Data
Viewed: [[ro.stat.viewed]] Cited: [[ro.stat.cited]] Accessed: [[ro.stat.accessed]]
ctx_ver=Z39.88-2004&rft_val_fmt=info%3Aofi%2Ffmt%3Akev%3Amtx%3Adc&rfr_id=info%3Asid%2FANDS&rft_id=info:doi10.5061/dryad.qq20s&rft.title=Genome-wide scans detect adaptation to aridity in a widespread forest tree species&rft.identifier=10.5061/dryad.qq20s&rft.publisher=Edith Cowan University&rft.description=Patterns of adaptive variation within plant species are best studied through common garden experiments, but these are costly and time-consuming, especially for trees that have long generation times. We explored whether genome-wide scanning technology combined with outlier marker detection could be used to detect adaptation to climate and provide an alternative to common garden experiments. As a case study, we sampled nine provenances of the widespread forest tree species, Eucalyptus tricarpa, across an aridity gradient in southeastern Australia. Using a Bayesian analysis we identified a suite of 94 putatively adaptive (outlying) sequence-tagged markers across the genome. Population-level allele frequencies of these outlier markers were strongly correlated with temperature and moisture availability at the site of origin, and with population differences in functional traits measured in two common gardens. Using the output from a canonical analysis of principal coordinates we devised a metric that provides a holistic measure of genomic adaptation to aridity that could be used to guide assisted migration or genetic augmentation.&rft.creator=Brad Potts&rft.creator=Dorothy Steane&rft.creator=Elizabeth McClean&rft.creator=Margaret Byrne&rft.creator=René Vaillancourt&rft.creator=Suzanne Prober&rft.creator=William Stock&rft.date=2021&rft.relation=https://doi.org/10.1111/mec.12751&rft.relation=https://ro.ecu.edu.au/ecuworkspost2013/259/&rft_rights= http://creativecommons.org/publicdomain/zero/1.0/&rft_subject=assisted migration&rft_subject=canonical analysis of principal coordinates&rft_subject=climate resilience&rft_subject=Eucalyptus&rft_subject=genome-wide scan&rft_subject=outlier analysis&rft_subject=plant DNA&rft_subject=adaptation&rft_subject=article&rft_subject=Australia&rft_subject=Bayes theorem&rft_subject=biological model&rft_subject=climate&rft_subject=gene frequency&rft_subject=genetic marker&rft_subject=genetics&rft_subject=plant genome&rft_subject=principal component analysis&rft_subject=tree&rft_subject=Adaptation&rft_subject=Physiological&rft_subject=Bayes Theorem&rft_subject=Climate&rft_subject=DNA&rft_subject=Plant&rft_subject=Gene Frequency&rft_subject=Genetic Markers&rft_subject=Genome&rft_subject=Models&rft_subject=Genetic&rft_subject=Principal Component Analysis&rft_subject=Trees&rft_subject=Medicine and Health Sciences&rft.type=dataset&rft.language=English Access the data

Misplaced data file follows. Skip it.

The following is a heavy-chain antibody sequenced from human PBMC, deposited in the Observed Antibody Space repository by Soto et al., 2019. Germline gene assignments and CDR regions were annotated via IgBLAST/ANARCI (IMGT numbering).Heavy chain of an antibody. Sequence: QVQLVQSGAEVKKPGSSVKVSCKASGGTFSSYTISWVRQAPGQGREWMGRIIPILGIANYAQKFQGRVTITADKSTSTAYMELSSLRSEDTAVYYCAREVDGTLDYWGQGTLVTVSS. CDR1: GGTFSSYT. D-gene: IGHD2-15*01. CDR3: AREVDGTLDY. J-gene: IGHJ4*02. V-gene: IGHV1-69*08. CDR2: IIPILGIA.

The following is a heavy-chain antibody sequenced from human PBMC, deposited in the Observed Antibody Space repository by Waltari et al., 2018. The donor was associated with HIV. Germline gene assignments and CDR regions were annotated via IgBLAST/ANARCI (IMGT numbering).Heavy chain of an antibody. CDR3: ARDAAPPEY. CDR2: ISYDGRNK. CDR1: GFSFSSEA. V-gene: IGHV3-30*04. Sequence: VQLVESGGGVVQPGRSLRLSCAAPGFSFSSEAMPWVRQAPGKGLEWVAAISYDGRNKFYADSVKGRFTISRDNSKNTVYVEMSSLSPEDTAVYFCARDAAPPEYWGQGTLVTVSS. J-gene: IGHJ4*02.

Licence & Rights:

Other view details

Access:

Open

Full description

Patterns of adaptive variation within plant species are best studied through common garden experiments, but these are costly and time-consuming, especially for trees that have long generation times. We explored whether genome-wide scanning technology combined with outlier marker detection could be used to detect adaptation to climate and provide an alternative to common garden experiments. As a case study, we sampled nine provenances of the widespread forest tree species, Eucalyptus tricarpa, across an aridity gradient in southeastern Australia. Using a Bayesian analysis we identified a suite of 94 putatively adaptive (outlying) sequence-tagged markers across the genome. Population-level allele frequencies of these outlier markers were strongly correlated with temperature and moisture availability at the site of origin, and with population differences in functional traits measured in two common gardens. Using the output from a canonical analysis of principal coordinates we devised a metric that provides a holistic measure of genomic adaptation to aridity that could be used to guide assisted migration or genetic augmentation.

Notes

This dataset was originally published at:

https://doi.org/10.5061/dryad.qq20s

This dataset is part of a larger collection

Click to explore relationships graph

-106.34677,56.13037

-106.346771,56.130366

Identifiers